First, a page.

When two ornithologists stumbled upon an unknown breed of owl in Oman, their find prompted keen birdwatcher Dr Christopher Clarke to take on a quest of his own to spot the new species.
March 2013 was a significant month in the history of the Sultanate’s wildlife.
Ornithologists Magnus Robb and René Pop had just travelled to Oman from the UK to obtain sound recordings of the Pallid Scops Owl Otus brucei, in the foothills of Jebel al Akhdar.
After several exhausting nights, just when they had finally established a rapport with the Scops Owl, they heard the distant hooting of another kind of owl. What caught their attention was a sound different from any known call of a Middle Eastern owl.
They managed to get sound recordings of this unknown owl, and during a further three trips to the same area, took photographs and made more sound recordings.
It was clear to Robb that he had found a new species, which he aptly named the Omani Owl Strix omanensis.
This discovery created a stir among birders and biologists around the world – a bird around the size of a Barn Owl the discovery of which was extraordinary. Even more controversial was that it was a bird named only using sound recordings and photographs.
Normally, for a species to be recorded as new to science, it needs to be caught, killed, preserved, and taken to a museum, where it will be compared with specimens of similar species.
If it is found to be different, it will be named, and the newly-collected specimen will be known as the “type specimen”. This means that this would be the specimen upon which a new species is described. However, the naming of the Omani Owl did not follow this rule, nor was the story of its nomenclature over.
Magnus Robb compared his photographs of the Omani Owl with a dusty and decrepit specimen of an owl in the ancient archives of the British Museum of Natural History, and was baffled to find that they were identical.
The museum specimen was of an owl called Hume’s Owl, Strix butleri, which was obtained in 1878 by Lieutenant-Colonel Edward Arthur Butler. The Lieutenant-Colonel had received the specimen by canoe from a certain Mr Nash who was posted at the Telegraph Station in Ormara, on the Makran Coast of what is now southern Pakistan.
Butler sent the specimen to an ornithologist called Allan Octavian Hume. Hume described the species in the Journal of Ornithology for India and its dependencies, and gave the owl an English name after himself, and a Latin name after the Lieutenant-Colonel from whom he had received it. Hume’s Owl was therefore described on the basis of this single specimen.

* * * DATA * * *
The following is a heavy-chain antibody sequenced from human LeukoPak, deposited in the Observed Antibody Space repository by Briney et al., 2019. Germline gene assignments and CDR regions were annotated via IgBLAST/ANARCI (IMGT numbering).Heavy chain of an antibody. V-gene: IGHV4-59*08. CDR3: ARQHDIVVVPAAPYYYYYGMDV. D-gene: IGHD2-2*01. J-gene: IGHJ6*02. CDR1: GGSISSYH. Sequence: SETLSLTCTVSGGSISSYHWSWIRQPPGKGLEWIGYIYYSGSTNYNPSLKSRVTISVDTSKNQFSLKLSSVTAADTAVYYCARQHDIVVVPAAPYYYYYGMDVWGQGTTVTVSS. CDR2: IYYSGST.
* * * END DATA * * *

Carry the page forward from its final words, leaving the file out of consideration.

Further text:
Since the 1880s, Hume’s Owls have been recorded in Jordan, Saudi Arabia, Sudan, Yemen and southern Oman, yet none were ever again recorded north of the Persian and Oman Gulfs.
All were similar to each other and had the same call. Magnus Robb also knew about Hume’s Owl and its call but the owl he heard in Jabal al Akhdar had a different hoot, and even looked different from photographs of Hume’s Owls.
And to make matters more confusing, blood samples of an Omani Owl were collected in 2015 that showed this owl to have different DNA compared to Hume’s Owls. But why was the Omani Owl the same as the type specimen of Hume’s Owl?
Scientists then realised that for more than a century they had been making a mistake. All owls recorded as Hume’s Owl based on the 1878 specimen, were in fact a different species of owl from that specimen but the Omani Owl and the 1878 specimen were the same. On examination of the source of the 1878 specimen, it was apparent that Mr Nash collected species from localities outside the coastal town of Ormara.
It is even possible the 1878 specimen could have come from Oman, especially given that parts of the Makran coast of Pakistan were governed by Oman at the time the specimen was collected, and there would have been trade links between the two places.
As a result, in 2015, a revision was made to the taxonomy of Hume’s and Omani Owl. Omani Owl Strix omanensis became Omani Owl Strix butleri. And Hume’s Owl Strix butleri became Desert Owl or Desert Tawny Owl Strix hadorami.
The intriguing story of the Omani Owl made me wonder whether this particular owl was known to local people, and if so, what was the name they had given it?
Also, I wanted to see and hear it for myself. After all, how often have you had the chance to observe a new species of science less than two hours’ drive away?
I managed to obtain the GPS co-ordinates of four of the locations where the owl had been found from the internet, and since they were all within an area of 2km by 1 km, I considered my chances of finding it to be high.
Find out how Christopher got on in his quest, in part two, in next week’s edition of Y